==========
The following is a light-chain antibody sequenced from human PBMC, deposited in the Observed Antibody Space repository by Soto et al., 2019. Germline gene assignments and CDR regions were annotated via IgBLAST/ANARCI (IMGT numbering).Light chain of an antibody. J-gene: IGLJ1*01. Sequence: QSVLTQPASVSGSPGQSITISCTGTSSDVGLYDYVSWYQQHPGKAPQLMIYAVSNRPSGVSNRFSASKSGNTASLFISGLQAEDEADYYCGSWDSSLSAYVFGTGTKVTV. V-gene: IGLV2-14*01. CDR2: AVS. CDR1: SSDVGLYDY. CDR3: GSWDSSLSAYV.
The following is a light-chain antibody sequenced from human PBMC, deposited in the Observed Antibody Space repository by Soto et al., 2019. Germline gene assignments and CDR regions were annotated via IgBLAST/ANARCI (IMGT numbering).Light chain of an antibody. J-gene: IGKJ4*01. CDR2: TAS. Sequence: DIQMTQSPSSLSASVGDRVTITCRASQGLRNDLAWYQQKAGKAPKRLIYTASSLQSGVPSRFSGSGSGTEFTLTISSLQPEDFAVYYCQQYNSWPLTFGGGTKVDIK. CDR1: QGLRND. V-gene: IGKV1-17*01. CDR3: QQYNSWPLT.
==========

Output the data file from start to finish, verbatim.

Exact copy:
The following is a light-chain antibody sequenced from human PBMC, deposited in the Observed Antibody Space repository by Soto et al., 2019. Germline gene assignments and CDR regions were annotated via IgBLAST/ANARCI (IMGT numbering).Light chain of an antibody. J-gene: IGLJ1*01. Sequence: QSVLTQPASVSGSPGQSITISCTGTSSDVGLYDYVSWYQQHPGKAPQLMIYAVSNRPSGVSNRFSASKSGNTASLFISGLQAEDEADYYCGSWDSSLSAYVFGTGTKVTV. V-gene: IGLV2-14*01. CDR2: AVS. CDR1: SSDVGLYDY. CDR3: GSWDSSLSAYV.
The following is a light-chain antibody sequenced from human PBMC, deposited in the Observed Antibody Space repository by Soto et al., 2019. Germline gene assignments and CDR regions were annotated via IgBLAST/ANARCI (IMGT numbering).Light chain of an antibody. J-gene: IGKJ4*01. CDR2: TAS. Sequence: DIQMTQSPSSLSASVGDRVTITCRASQGLRNDLAWYQQKAGKAPKRLIYTASSLQSGVPSRFSGSGSGTEFTLTISSLQPEDFAVYYCQQYNSWPLTFGGGTKVDIK. CDR1: QGLRND. V-gene: IGKV1-17*01. CDR3: QQYNSWPLT.